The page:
Ghouta: The tragic price of indecision

Haunted by Libya, Obama was reluctant to intervene directly. Wary of Islamism, Europe were keen to see the composition of the Syrian Opposition Council before committing any resources. Saudi Arabia and Qatar then engaged in an almighty feud over the Muslim Brotherhood that spilled over into the conflict while Erdogan wrangled over the breakdown of the peace talks brought about by the renewed vigour of the PKK and YPG in establishing a state brought about by the chaos in Syria.

Ghouta is but a symptom of a much deeper and complex disease that has plagued the Syria conflict from the outset.

What is Turkey doing in Serbia?

[optin-monster-shortcode id=uwscubl6egyaovvwttxm] Erdogan’s visit to Serbia late in 2017 was received with much pomp. The Serbians were clearly happy to receive him and the Turks were just as pleased with the warm bilateral relations reflected in agreements that will see a significant increase in trade. So what brings about this rapprochement between two historic rivals? And what drives Erdogan to …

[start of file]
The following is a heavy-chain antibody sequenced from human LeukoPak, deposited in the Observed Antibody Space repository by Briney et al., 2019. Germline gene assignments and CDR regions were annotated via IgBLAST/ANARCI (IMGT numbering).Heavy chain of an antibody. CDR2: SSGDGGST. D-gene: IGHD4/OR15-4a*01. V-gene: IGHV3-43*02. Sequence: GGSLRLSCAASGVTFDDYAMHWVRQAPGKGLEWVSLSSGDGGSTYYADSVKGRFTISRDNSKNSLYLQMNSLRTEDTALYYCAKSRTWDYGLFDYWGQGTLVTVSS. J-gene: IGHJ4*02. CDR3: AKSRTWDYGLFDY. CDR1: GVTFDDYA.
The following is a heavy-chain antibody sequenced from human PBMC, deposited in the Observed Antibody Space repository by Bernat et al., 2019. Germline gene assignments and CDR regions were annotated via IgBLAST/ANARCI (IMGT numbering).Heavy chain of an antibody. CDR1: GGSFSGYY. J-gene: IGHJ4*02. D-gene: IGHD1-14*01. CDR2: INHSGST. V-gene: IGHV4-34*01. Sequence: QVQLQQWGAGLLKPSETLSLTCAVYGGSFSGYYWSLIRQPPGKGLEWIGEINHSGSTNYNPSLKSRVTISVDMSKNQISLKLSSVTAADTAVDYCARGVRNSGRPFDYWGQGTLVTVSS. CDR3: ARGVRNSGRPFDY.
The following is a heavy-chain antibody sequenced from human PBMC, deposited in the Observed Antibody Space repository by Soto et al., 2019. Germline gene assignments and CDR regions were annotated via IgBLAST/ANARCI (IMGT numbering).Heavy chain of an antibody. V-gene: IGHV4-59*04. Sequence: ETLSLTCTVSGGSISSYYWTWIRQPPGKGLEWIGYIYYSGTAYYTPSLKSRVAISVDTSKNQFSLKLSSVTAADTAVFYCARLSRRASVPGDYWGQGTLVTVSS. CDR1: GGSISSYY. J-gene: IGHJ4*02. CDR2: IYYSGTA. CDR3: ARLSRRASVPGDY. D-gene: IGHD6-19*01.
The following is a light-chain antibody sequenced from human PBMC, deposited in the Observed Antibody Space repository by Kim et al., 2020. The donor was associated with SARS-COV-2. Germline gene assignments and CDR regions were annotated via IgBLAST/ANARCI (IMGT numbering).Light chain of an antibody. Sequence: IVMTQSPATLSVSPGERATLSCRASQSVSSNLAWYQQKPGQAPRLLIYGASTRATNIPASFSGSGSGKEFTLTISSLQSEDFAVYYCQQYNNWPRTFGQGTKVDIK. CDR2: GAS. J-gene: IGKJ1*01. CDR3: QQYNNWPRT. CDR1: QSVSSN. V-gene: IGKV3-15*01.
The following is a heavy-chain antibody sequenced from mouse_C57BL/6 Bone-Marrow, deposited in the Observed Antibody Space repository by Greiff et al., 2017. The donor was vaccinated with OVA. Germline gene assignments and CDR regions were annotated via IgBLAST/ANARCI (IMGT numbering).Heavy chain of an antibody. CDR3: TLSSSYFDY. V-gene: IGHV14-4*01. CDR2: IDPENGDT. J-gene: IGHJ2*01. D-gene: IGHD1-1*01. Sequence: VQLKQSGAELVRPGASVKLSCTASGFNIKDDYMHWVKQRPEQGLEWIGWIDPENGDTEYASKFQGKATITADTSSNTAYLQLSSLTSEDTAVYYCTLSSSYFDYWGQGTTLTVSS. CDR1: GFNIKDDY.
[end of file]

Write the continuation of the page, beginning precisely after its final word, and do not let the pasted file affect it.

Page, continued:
Yemen War: An Agonising Catch-22

The Yemen war shows no sign of ending despite witnessing a humanitarian crisis that could be described as one of the worst in modern times, as well as widespread destruction of basic infrastructure, compounded by the absence of an environment conducive to a genuine peace process. Moreover, instead of a traditional war of two sides, the already fractured social fabric …

What does the UAE want in Tunisia?

UAE involvement in Tunisia has increasingly been making headlines across the Magreb. Already involved in Libya, the UAE has been accused of supporting Tunisian President Beji Caid al-Sibsi during his presidential campaign, and is now accused of supporting his rival Mohsen Marzoug, who fell out with the President over the latter’s attempts to bolster his son’s position as a possible …

Why it is too early to call Saudi’s ‘Hariri’ gamble on Lebanon a failure

When Saad al-Hariri was ‘recalled’ to Riyadh to subsequently announce his shock resignation, there was little doubt that the indignation felt by many Lebanese was warranted. If anyone needed a clearer example that Lebanon is flapping helplessly in a sea of opposing Saudi and Iranian currents, then Hariri all but confirmed this. However, Hariri soon left Riyadh for Paris and …